Reflecting on Recent Experiences

It’s been said that to craft an excellent experience for your customers, you should think of a specific person and craft the experience with them in mind. The exercise helps identify the sort of things that solve pain points or create delight for real people. As a team, we often recount experiences we’ve had with brands that have been remarkable. The end of the year is a great time to reflect on those good experiences. And learn from them for the year ahead. Below, find a few reflections on experiences that provided value to our team this year.

Kirstie

Terra Shepherd

I have always loved fashion, but the actual experience of clothes shopping? Not so much. For the past 15 years, I’ve been shopping almost exclusively online for all of my clothes. But I decided to brave the IRL shopping experience when I heard about one of Downtown’s Sioux Falls’ latest boutiques: Terra Shepherd. Like me, they have a commitment to sustainable fashion and conscious consumerism, so I thought it was worth a shot. I was the only person in the store, which normally fills me with dread because of hovering salespeople, but the staff was so warm and welcoming and made me feel like I was just trying on clothes with friends. They suggested things I would like and, much to my surprise, I actually did like them! That combined with the shared values make this an experience I will be returning to.

Brady

Wirecutter

Before becoming a father of two young children, I had much more time to thoughtfully research gift ideas for family and friends. As those margins of time have vanished, I’ve appreciated the methodology that Wirecutter applies to their product reviews. And that they explain their process with each roundup of reviews. Christmas shopping this year would have been much more stressful and incomplete without referencing their Holiday Gift Guide. When I don’t have the time to do the level of research I typically would, it gives me greater confidence to give something as a gift knowing a little about the people who are reviewing the products and what makes them uniquely qualified to do so. And as it turns out, they are usually far more qualified to do the research than I!

Cindy

Amazon Prime Online Shopping

Like many working adults, my time is at a premium. I value being able to shop online from home and not have to get into my car, find a parking place, go into a store, make a selection and then wait in line to check out. However, I think there is a price to pay for this convenience.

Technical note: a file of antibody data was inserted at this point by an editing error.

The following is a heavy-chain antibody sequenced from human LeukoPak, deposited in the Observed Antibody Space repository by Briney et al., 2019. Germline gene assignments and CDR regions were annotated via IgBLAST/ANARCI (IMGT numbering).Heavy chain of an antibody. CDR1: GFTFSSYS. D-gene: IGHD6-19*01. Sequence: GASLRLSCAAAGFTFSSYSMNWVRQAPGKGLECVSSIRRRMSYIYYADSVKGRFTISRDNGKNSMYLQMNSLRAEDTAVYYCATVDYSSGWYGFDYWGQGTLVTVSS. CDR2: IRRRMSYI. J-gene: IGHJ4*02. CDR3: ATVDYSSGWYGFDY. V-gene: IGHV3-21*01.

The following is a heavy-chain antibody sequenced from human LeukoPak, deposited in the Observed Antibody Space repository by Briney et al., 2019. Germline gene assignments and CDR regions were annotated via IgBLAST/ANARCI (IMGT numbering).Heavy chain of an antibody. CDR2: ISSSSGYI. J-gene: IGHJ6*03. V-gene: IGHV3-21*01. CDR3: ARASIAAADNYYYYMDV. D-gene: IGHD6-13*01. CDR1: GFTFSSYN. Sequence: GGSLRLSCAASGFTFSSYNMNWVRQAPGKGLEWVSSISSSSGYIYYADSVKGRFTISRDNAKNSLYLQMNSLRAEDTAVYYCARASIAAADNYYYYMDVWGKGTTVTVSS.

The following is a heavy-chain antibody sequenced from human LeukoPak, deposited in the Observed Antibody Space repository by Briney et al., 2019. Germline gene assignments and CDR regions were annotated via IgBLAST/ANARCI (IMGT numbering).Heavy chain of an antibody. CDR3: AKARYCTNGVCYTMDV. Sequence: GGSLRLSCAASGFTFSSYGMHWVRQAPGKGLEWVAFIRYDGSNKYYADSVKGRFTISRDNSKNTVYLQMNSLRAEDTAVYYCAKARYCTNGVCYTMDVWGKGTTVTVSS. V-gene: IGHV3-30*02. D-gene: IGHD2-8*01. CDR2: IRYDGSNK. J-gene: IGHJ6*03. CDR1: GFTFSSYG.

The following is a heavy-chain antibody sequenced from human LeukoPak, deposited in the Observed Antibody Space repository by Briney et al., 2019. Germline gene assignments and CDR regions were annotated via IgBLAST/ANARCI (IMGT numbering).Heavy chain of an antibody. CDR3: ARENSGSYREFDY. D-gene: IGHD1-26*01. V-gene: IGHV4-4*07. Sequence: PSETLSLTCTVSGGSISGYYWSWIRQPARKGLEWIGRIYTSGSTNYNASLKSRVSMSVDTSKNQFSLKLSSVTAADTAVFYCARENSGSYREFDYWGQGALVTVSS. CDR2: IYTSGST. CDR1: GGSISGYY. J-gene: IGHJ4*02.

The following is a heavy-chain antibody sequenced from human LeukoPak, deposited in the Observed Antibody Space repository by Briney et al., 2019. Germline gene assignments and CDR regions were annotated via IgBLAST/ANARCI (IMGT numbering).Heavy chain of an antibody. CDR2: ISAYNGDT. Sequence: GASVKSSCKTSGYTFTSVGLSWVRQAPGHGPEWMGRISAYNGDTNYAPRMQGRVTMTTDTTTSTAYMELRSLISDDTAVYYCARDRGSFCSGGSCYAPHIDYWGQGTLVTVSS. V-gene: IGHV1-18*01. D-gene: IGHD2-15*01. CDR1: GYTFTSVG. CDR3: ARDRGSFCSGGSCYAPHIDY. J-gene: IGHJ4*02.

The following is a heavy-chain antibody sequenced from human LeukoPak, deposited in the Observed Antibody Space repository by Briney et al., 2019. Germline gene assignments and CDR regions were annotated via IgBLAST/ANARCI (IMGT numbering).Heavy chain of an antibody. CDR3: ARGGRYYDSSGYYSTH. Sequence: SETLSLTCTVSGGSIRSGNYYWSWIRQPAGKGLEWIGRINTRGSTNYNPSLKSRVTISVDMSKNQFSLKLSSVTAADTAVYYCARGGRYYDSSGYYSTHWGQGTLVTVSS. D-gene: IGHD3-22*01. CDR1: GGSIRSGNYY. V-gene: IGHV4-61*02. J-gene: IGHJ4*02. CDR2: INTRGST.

I have to confess I do love going onto Amazon Prime, pressing a few buttons, and having an item shipped to me for free (yes, I did pay for the membership so it’s not really free). However, I am cautious about the future of big data, protection of personal information, and changes we can anticipate as a direct result of limited competition. Is it too good to be true?

Courtney

Earthscapes Landscaping

My husband and I decided this would be the year we invested into landscaping for our backyard. We received Earthscapes name as a recommendation from another friend that had used them, and after our awesome experience, I can see why. Shane, our landscape designer, was awesome from the start and put up with all of my questions along the way.

But the one point in the process that really stood out was when we were nearing completion of our project. We had an existing retaining wall, that wasn’t a part of the project scope (other than making small repairs to the existing wall), but it didn’t look amazing. One morning, he called and told me they had some left over materials from the rest of the project and he would like to put those towards replacing the existing wall. He felt it would enhance the look of the backyard, and while it might be a few more hours of labor, it would be something they would like to do for us within our current scope. Of course I said “Heck yeah!” and now we have an even more amazing backyard and I am willing to tell all my family, friends, and co-workers about this awesome company. Such a small gesture made a huge impact on the experience we had with Earthscapes and now I can’t stop bragging about them and their work!

Client Celebration: Staging a ZEISS Formula 1 Racing Event Experience